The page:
Friday, February 27, 2015

Block/Charge Calls

There has been a decent amount of chatter the past few days/weeks on the d3 boards about block/charge calls (not limited to the MIAA board).

In the two situations that stick in my mind, posters were debating calls that were whistled as blocks at the time that they think should have been charges. It wasn't whining about calls that didn't go their team's way, but more about discussing the ever-present gray area in the block/charge rule.

The NCAA tried to eliminate some of that gray area -- and open up space for offense -- with some changed and/or altered rules that were implemented before the 2014 season.

One of those is Rule 4, Section 17, Article 4 which defines legal guarding position. Here's point d:
When the opponent with the ball is airborne, the guard shall have attained legal guarding position before the opponent begins his upward motion with his hands/arms to shoot or pass.
The old rule was that defenders must establish legal guarding position prior to the shooter/passer leaving the playing surface. The new rule pushes that burden further ahead in time, to the point at which the shooter/passer has begun "upward motion with his hands/arms". Back when the rule was new, Coach Vande Streek mentioned in an interview that this would be interpreted to be a player's gather.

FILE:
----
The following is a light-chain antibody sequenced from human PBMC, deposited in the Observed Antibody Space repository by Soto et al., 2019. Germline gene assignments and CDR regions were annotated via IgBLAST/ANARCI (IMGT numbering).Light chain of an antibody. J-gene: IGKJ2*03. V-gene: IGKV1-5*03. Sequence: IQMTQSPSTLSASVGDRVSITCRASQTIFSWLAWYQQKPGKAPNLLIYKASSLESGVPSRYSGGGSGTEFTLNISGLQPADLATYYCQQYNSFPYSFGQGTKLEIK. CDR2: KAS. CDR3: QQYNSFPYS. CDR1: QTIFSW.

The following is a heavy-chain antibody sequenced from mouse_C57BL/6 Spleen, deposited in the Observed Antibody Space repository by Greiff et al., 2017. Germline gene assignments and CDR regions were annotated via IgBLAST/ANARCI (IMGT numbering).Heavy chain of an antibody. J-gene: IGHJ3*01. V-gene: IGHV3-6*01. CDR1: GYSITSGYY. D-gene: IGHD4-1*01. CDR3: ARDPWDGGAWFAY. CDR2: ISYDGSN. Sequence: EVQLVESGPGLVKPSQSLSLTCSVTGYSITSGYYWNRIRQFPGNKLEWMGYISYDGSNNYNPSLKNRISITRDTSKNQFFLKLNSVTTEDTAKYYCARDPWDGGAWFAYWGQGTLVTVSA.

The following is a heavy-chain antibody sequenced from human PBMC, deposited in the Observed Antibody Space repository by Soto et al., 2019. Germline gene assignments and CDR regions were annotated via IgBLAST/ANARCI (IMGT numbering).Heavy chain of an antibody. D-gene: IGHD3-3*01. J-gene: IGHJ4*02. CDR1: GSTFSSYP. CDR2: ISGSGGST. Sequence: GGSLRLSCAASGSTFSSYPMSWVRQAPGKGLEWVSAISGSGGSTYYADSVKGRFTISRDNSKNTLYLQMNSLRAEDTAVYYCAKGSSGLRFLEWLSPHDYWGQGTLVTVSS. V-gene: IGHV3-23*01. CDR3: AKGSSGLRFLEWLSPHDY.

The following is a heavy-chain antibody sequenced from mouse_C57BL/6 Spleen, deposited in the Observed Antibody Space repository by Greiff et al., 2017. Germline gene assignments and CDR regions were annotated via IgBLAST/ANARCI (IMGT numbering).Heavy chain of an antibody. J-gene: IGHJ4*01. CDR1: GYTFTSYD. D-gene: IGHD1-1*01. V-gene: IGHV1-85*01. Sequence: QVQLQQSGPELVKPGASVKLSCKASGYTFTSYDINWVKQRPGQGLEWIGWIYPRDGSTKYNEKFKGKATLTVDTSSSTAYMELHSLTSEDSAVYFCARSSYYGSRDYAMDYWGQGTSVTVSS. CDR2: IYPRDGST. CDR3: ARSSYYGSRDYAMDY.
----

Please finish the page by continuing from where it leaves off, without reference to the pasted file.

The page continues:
So, anyway, here's a couple of screen shots from last night's MIAA Semifinal between Calvin and Alma. This particular call had the Alma contingent (including coach Hargraves) up in arms (and, to be fair, I would have been the same way), but it looks to be a pretty clear by-the-book block call (click to embiggen).

Doug Bradfield was in the middle of the lane, sliding over to defend Jordan Brink. He ended up receiving the blocking foul, for his fifth and final foul of the game. Please excuse the play button symbols in the middle of the shots

The picture on the left is Brink preparing to shoot. He has stopped dribbling and is in the process of bringing the ball up high to shoot. Bradfield is not yet in position.

The picture on the right is the point of contact. Bradfield has obviously moved his feet between the two pictures (it's easy to see because his shoes are the darker maroon color).

It would be a lot closer -- and maybe go the other way -- if we were to take a snapshot of the moment Brink jumped from the court, but that is no longer the reference point.

In this particular case, our MIAA official friends got the call 100% correct.

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